Who am I online? What is my digital footprint?
Apparently, I don’t have a digital footprint. I have a really common name, and when I google “Michele Smith”, I do not make an appearance, and I am ok with that.
There are quite a few famous Michele Smiths who do appear on the first page of results: a softball pitcher, a politician, an Irish swimmer and an actor.
None of them me.
I am anonymous and incognito online.
- I have an account on MFP under a pseudonym
- My Garmin Connect account is private.
- I do have a Facebook account, but I do not use it socially. I signed up last year because it was highly recommended that we do so for a couple of subjects in this course.
- I have a Google + account that I use for uni purposes, not socially.
- I have a twitter account (again, highly recommended by lecturers in this course), but don’t yet participate in the “Twitterverse”.
Who do I want to be online? My answers:
- I don’t know yet how to represent myself as an information professional online
- I’m not yet sure what I am ready to share
- Can I just be a student for now, and have some more time to evolve into…something else?
It takes me a long time to consider and deliberate before I put something online. This is my default position:
I think it is important to be conscious of a critical audience at all times; and realise that people will not necessarily interpret your comments in the way you intend them to be interpreted.
The written word cannot convey your tone or facial expressions (speech pathologists refer to this extra information as paralinguistics) and is extremely vulnerable to misinterpretation. When we write, we speak in our heads at the same time, adding the intonation and emphasis, perhaps even the facial expressions; however when we post that comment, we strip away that extra layer that conveys so much meaning, and are left with just the words. People will read it with their own intonation and emphasis, and it might not sound anything like the way you said it; hence leading to misinterpretation.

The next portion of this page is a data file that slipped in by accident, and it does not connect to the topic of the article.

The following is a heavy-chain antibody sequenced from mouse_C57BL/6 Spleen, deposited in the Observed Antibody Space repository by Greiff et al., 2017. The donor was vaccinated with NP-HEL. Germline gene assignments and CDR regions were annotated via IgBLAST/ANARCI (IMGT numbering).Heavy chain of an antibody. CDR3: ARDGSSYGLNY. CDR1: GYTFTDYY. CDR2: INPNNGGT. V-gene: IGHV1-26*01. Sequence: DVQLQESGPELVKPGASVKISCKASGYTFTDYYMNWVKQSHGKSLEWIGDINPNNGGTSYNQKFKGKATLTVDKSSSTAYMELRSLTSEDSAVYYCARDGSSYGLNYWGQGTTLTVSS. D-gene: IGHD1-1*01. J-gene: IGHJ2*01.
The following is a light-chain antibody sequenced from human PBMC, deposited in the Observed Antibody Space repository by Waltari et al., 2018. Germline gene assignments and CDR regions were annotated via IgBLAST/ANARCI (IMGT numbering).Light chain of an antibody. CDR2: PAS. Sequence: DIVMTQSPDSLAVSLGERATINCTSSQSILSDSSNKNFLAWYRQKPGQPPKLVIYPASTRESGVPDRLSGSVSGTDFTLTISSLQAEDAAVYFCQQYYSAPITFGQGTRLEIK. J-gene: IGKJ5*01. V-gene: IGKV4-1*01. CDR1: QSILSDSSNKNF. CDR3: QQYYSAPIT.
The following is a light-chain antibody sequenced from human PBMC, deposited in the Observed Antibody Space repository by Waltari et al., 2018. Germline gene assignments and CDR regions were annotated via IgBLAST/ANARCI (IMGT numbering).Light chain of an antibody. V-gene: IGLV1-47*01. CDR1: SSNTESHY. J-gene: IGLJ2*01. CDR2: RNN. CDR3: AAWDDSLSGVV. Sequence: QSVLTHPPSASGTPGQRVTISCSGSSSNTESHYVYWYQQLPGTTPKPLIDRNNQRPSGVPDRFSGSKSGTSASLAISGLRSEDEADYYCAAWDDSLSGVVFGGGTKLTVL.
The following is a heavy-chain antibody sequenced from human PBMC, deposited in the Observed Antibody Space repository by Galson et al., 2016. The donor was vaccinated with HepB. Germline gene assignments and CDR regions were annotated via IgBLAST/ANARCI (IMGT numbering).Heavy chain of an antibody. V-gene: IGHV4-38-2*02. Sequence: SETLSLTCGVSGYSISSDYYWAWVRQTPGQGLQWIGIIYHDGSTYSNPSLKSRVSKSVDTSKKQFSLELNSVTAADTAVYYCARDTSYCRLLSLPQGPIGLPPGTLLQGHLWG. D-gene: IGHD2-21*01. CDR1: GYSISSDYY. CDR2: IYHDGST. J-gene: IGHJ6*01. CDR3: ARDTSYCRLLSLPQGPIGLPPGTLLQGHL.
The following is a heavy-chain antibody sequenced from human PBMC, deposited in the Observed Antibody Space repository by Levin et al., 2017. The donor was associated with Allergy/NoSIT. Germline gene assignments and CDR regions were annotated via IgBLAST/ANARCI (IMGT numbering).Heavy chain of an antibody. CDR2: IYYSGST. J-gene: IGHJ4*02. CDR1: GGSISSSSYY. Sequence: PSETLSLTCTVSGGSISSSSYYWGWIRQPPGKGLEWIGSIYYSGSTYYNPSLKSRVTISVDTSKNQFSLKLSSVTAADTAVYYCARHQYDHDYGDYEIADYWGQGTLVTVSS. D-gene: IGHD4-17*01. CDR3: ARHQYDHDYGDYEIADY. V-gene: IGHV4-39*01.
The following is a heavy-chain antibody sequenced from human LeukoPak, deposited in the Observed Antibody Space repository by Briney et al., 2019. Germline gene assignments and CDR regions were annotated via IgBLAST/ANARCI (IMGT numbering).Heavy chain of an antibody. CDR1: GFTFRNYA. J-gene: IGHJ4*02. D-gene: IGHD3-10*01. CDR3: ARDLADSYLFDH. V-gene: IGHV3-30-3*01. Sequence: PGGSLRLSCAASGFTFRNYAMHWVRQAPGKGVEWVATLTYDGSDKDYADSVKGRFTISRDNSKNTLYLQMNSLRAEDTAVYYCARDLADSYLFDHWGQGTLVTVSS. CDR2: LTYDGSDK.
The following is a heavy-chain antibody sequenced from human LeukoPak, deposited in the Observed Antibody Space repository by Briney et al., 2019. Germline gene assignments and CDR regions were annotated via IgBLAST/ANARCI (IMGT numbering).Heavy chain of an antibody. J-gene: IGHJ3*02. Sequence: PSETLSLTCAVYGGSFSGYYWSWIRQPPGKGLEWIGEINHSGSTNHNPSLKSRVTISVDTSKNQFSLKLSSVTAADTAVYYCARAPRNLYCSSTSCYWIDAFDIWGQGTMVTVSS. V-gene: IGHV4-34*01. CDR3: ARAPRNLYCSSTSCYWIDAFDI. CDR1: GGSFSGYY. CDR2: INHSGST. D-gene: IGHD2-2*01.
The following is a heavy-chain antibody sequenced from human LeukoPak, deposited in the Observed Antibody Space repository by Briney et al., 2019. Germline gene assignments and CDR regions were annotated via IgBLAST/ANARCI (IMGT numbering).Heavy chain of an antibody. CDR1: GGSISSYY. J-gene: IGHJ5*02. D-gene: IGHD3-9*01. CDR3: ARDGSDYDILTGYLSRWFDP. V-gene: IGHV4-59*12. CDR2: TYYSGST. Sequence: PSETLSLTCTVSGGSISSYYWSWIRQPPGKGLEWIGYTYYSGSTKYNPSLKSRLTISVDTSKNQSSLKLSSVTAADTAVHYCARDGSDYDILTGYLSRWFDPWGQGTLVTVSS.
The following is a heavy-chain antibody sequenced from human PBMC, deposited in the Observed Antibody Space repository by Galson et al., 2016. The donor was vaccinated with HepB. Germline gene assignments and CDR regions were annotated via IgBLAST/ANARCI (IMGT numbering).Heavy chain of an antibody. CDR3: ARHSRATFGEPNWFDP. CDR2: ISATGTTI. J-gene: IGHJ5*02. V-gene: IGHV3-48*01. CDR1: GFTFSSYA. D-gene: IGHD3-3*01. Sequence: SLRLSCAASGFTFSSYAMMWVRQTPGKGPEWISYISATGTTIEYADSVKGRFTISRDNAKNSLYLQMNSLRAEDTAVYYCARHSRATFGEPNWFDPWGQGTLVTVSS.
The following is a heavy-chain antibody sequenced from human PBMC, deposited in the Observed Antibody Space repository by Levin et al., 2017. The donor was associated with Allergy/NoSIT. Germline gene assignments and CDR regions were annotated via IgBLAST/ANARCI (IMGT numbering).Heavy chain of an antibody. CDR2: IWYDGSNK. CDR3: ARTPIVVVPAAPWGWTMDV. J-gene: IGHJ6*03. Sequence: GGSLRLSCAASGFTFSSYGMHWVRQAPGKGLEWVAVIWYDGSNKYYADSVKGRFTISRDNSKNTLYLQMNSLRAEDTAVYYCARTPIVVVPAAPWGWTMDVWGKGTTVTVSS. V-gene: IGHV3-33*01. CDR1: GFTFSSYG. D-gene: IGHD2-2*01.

Emojis go some way towards remedying misinterpretations. In her blog, Andrea Ayres discusses how people overestimate their ability to communicate clearly using email, and how beneficial emojis can be in adding the emotion back in.
I think because I am a speech pathologist, I cannot bear the thought of miscommunication, so I think I must attempt to embrace emojis if I am to have a successful time online (insert relevant emoji here).
Although I don’t seem to have many ideas about what I want to be online, I probably have more ideas about what I DON’T want to be online:
- I don’t want to be someone with a personal brand. Shama Hyder’s Forbes article recommends that you start thinking of yourself as a brand, and lists “7 things you can do to build an awesome personal brand!”
Uhh…no thank you, that’s not how I want to represent myself online. I associate personal brand with companies and business people; people who have something to sell. I don’t want to sell anything, online or in real life.
- Well, I guess that’s really only one idea.
Am I worried about how organisations use my information?
The short answer is “No”. But should I be? Maybe. If I could be bothered.
What are they going to do? Try and sell me stuff? That’s ok. Steal my credit card details? I can cancel my card. Steal my identity? I would LOVE someone to go to work in place of me.
Perhaps my imagination is too small; but I can’t truly imagine that anyone would be that interested in me personally that I would need to worry about what they do with my information. Although, clearly, Identity theft is a thing.
How will I present myself in this unit?
- I have an idea that this unit will give me the opportunity to express my fledgling student identity in a protected, supportive environment.
- I will engage in the play and reflect activities and learn all I can about emerging technologies
- I will present myself honestly, and I will be respectful and supportive of others.